It was pouring again this morning, but we were determined to see the Hoi An old quarter during the day.
Here is a brief description from the UNESCO site, then my own observations:
Hoi An Ancient town is located in Viet Nam’s central Quang Nam Province, on the north bank near the mouth of the Thu… It is an exceptionally well-preserved example of a small-scale trading port active the 15th to 19th centuries which traded widely, both with the countries of Southeast and East Asia and with the rest of the world…
The town reflects a fusion of indigenous and foreign cultures (principally Chinese and Japanese with later European influences) that combined to produce this unique survival.
The town comprises a well-preserved complex of 1,107 timber frame buildings, with brick or wooden walls, which include architectural monuments, commercial and domestic structures, an open market and a ferry quay, pagodas and family cult houses. The houses are tiled and the wooden components are carved with traditional motifs. They are arranged side-by-side in tight, unbroken rows along narrow pedestrian streets… The original street plan, which developed as the town became a port, remains… Typically, the buildings front the streets for convenient customer access while the backs of the buildings open to the river allowing easy loading and off-loading of goods from boats.
The surviving wooden structures and street plan are original, intact and present a traditional townscape of the 17th and 18th centuries, unique in the region.
And we love it. We started off our morning looking for better rain gear. I graduated from the pale-green, thin plastic to a thicker, deep blue plastic – a very stylish poncho. Thanks to Linh at our homestay, we had huge umbrellas. Totally prepared, we stood on a corner and watched a community, local business-sponsored parade, then on to an Australian-run fresh juice cafe. A chocolate-chai latte and a beet-ginger juice later, we set out in the rain. We made it as far as across the street and were forced to stop in Avana, a Western-style clothing boutique. Chris was working and with infinite patience, she and Rachelle dressed me. Rachelle also found some pieces she loved and Chris arranged for a local tailor to adjust hems for her. A new wardrobe and hours later we emerged and found that the rain had stopped.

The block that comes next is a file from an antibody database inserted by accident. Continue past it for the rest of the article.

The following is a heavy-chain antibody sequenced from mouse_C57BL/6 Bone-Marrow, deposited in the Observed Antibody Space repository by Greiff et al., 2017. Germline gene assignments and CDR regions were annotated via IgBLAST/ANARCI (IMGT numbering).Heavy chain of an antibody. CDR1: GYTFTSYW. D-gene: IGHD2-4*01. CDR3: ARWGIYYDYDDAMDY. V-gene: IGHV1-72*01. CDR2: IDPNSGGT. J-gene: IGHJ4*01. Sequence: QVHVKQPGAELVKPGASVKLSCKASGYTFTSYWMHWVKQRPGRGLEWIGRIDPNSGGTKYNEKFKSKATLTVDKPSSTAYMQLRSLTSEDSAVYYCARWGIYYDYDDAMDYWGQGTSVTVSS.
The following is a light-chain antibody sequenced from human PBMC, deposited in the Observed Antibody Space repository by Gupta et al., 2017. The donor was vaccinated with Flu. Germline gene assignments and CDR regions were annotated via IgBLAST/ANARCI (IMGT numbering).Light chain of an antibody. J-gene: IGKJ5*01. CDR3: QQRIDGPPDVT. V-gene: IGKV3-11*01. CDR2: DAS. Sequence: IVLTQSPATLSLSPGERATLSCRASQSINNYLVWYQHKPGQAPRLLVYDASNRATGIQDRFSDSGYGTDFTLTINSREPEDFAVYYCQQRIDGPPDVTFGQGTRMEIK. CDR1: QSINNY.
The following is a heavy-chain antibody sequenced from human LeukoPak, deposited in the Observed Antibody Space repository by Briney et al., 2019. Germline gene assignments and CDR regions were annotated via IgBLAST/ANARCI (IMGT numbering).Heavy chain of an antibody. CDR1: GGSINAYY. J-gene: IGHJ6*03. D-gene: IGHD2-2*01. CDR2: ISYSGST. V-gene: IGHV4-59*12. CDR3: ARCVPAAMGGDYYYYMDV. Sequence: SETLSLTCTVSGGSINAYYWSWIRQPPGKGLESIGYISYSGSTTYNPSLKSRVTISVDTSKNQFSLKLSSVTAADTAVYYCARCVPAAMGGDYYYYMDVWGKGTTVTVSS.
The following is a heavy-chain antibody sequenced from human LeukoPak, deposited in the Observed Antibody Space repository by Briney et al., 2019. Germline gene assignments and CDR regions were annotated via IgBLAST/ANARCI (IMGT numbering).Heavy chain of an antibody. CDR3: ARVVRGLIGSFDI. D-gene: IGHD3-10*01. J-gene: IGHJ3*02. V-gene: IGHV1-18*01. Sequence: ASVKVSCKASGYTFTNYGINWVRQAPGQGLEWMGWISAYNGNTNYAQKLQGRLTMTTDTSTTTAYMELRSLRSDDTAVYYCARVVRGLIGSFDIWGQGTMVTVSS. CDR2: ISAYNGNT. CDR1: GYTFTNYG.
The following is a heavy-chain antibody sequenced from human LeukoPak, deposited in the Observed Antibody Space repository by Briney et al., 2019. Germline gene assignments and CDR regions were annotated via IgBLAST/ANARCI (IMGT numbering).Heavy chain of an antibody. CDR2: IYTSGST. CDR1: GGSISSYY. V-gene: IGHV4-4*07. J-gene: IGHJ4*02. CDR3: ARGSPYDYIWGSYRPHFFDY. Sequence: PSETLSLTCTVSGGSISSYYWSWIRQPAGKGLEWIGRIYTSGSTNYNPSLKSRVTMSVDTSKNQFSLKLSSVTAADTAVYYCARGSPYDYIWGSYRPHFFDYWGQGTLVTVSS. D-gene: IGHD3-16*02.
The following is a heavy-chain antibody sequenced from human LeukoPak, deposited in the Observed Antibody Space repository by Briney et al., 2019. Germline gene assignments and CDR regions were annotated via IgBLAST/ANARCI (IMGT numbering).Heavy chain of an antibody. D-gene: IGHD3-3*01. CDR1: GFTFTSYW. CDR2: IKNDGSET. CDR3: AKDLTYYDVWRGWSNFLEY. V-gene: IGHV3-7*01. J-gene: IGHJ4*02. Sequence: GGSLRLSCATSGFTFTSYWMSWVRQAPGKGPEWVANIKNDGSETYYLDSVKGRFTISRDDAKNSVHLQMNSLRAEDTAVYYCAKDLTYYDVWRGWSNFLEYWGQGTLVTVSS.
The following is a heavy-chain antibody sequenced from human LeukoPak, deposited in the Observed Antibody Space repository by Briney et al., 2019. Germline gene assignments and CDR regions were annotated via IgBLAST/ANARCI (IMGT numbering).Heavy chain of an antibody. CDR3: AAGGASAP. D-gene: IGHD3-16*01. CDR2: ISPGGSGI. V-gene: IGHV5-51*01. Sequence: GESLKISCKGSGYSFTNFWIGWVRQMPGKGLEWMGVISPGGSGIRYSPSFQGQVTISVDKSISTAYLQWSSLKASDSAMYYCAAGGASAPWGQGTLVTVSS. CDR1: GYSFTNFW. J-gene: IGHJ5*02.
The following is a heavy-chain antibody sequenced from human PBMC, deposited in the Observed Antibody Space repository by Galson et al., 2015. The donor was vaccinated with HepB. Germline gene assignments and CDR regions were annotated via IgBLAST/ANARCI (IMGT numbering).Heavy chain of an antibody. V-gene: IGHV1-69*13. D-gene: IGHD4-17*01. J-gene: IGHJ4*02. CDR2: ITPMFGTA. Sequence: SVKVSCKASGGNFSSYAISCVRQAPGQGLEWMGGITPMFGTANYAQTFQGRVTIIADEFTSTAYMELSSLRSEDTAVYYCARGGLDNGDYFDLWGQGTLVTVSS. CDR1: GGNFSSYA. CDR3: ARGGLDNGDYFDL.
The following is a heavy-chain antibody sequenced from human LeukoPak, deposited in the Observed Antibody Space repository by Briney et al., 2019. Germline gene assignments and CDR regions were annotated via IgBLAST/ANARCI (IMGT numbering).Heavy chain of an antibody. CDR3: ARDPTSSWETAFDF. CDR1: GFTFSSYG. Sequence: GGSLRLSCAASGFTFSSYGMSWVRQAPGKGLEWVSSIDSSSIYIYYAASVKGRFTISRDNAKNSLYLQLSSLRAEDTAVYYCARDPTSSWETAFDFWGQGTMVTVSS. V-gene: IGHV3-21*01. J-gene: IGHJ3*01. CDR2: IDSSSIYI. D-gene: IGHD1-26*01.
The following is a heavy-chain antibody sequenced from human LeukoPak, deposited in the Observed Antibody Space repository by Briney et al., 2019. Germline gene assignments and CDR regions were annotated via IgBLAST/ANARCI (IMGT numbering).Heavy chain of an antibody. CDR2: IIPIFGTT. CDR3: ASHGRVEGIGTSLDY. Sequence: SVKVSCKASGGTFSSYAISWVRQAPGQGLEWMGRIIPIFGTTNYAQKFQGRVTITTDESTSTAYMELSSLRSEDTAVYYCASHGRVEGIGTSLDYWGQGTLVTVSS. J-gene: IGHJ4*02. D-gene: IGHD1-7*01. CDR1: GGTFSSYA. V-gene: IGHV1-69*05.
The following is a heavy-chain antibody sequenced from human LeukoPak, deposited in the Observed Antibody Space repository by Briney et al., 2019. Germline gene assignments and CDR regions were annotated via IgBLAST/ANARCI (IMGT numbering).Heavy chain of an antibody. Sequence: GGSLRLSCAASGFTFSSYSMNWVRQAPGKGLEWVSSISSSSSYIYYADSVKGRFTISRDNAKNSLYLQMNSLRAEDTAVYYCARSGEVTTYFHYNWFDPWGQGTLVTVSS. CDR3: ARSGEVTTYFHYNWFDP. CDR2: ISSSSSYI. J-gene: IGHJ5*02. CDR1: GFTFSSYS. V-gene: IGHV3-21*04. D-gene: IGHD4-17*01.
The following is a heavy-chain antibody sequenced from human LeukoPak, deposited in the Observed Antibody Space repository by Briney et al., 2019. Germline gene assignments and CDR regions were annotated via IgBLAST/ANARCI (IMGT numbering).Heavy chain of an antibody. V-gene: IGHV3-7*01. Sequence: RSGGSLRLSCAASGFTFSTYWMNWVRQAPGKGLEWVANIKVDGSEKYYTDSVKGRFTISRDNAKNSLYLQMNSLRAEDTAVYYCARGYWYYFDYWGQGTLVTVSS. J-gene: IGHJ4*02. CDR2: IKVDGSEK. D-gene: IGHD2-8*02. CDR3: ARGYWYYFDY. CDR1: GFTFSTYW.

Attn: Elan and Adam – Rachelle promised to go through my closet with me and do a major purge.
We went to the Morning Glory for lunch, probably the best restaurant in town (thank you Rachel Kahn). We had such a good lunch, green mango salad, shrimp in young coconut, and a paper thin, translucent vegetable-filled rice crepe. Then across the street to a dessert place (same owner) for creme brûlée and Vietnamese coffee, all that shopping was tough work…
We went up and down alleys, did a bit of bargaining and fell in love with an 8-week old puppy. Thinking of bringing him home instead of the usual tchotchkes.
we happily ran into Valentina and Dina, our Russian friends from Switzerland. We had not seen them since our Hanoi city tour so it was fun to catch up. They were with a lovely Australian woman, and we all went out for a beer.
Walking back to the center of town, all the lights went off, something about International Earth Hour? Most of the shops and restaurants closed and it got very dark, almost frighteningly dark. We ducked back into the juice bar, they were closing…
Eventually, we found a restaurant down an alley and in a courtyard. It was a beautiful place with tables surrounding a lily pond. The lights were on, they were staying open, so we ate a light dinner there. It was late, this time we took a taxi back to our place.